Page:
Sir Frederick William Herschel, born in 1738, led a varied and distinctive life.
As a young man, he witnessed the Seven Years’ War in Europe while playing oboe in a military band. His music skills, and his winning personality, earned him an organist position in Bath, England.
While there, his studies in musical harmony led him to take up mathematics. Mathematics led him to optics. Optics gave way to telescopes and, consequently, astronomy.
Herschel set about improving contemporary telescopes. With the help of his sister, Caroline, born in 1750, he fashioned them in his kitchen. Not a wealthy man, he used horse manure as a mold for the telescopes’ mirrors.
William and Caroline set out to map the sky, not a small task.
Employed during the day at his organ, William worked nights systematically viewing and recording the stars, planets, and comets. According to Caroline, sleep was not much of a consideration.
In 1781, William noticed a strange star. He thought it was a comet perhaps. A friend of William’s told Nevil Maskelyne, King George III’s astronomer royal, of his find.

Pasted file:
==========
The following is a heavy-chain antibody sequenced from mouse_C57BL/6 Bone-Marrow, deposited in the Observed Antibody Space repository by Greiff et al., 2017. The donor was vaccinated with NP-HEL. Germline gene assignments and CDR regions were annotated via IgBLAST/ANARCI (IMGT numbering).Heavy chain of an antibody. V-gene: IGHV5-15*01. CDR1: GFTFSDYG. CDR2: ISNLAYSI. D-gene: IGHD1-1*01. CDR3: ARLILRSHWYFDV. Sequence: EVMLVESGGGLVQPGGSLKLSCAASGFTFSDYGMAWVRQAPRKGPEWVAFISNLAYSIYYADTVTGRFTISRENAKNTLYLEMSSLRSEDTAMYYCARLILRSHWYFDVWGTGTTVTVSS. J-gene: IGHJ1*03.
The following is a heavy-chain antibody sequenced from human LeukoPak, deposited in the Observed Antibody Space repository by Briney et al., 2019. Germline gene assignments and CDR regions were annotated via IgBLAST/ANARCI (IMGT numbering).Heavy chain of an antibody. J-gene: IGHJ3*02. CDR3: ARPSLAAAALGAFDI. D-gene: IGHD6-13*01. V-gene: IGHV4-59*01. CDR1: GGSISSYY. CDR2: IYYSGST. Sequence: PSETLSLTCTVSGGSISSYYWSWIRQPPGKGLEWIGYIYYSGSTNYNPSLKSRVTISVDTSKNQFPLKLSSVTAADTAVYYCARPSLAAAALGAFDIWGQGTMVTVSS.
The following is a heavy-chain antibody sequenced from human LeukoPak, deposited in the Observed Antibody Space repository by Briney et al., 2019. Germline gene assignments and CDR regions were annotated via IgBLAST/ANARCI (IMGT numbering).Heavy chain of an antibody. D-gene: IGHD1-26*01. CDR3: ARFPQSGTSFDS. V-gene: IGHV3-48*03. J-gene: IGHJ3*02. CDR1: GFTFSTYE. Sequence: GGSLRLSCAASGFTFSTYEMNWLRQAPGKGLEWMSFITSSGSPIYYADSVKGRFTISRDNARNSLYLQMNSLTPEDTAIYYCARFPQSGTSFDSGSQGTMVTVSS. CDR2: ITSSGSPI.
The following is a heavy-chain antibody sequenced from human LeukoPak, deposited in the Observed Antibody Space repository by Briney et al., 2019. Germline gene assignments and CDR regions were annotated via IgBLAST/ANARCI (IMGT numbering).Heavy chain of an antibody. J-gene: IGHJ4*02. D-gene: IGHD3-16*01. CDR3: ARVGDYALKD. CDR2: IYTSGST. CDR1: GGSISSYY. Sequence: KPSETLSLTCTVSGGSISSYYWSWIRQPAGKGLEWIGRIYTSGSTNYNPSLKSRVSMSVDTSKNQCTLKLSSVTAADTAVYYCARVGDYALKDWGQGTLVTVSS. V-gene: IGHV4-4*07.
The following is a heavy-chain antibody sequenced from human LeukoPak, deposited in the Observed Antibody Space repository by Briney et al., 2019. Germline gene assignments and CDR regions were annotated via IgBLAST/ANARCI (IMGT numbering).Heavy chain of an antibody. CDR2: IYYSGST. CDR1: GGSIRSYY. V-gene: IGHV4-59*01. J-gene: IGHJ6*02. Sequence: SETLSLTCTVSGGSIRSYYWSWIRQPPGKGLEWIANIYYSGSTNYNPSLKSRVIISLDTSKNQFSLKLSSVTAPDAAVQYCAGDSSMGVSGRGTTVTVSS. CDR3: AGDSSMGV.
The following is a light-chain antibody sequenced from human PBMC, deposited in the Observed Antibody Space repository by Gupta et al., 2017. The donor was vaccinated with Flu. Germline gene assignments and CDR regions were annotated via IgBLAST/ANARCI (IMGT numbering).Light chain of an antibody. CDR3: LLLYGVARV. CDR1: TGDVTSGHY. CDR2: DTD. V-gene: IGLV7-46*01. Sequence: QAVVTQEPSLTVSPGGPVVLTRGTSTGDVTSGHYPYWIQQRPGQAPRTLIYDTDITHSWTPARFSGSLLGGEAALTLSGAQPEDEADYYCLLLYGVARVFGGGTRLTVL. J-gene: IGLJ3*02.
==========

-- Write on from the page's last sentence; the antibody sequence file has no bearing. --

Maskelyne was the first to suggest that this peculiar star was a planet. Six months later, the new planet was confirmed by a Swedish astronomer and two French mathematicians.
The discovery of the new planet earned William and Caroline royal pensions. This made Caroline the first woman to become a professional astronomer.
Naming the new planet turned out to be a problem. William ignored the task, while others put forth such names as Herschel, Uranus, Neptune, and Astraea.
Finally, William suggested Georgium Sidus, which means George’s Star, after his patron. But the planet wasn’t a star. For 66 years, the planet was variously known as Herschel, Uranus, and the Georgian Planet. In 1847, an almanac referred to the planet as Uranus, and the name stuck.
William remained a leader in the field of astronomy until his death in 1822.
Caroline, who continued to help her brother and discovered some eight comets herself, survived him by 26 years. The Herschel legacy was carried on by William’s son John, who surveyed stars in the Southern Hemisphere.
William Herschel never accepted the possibility of luck, or chance, in his discovery of Uranus.
As a consummate scientist, he believed it was a case of thorough observation and research: simply, a good job, well done.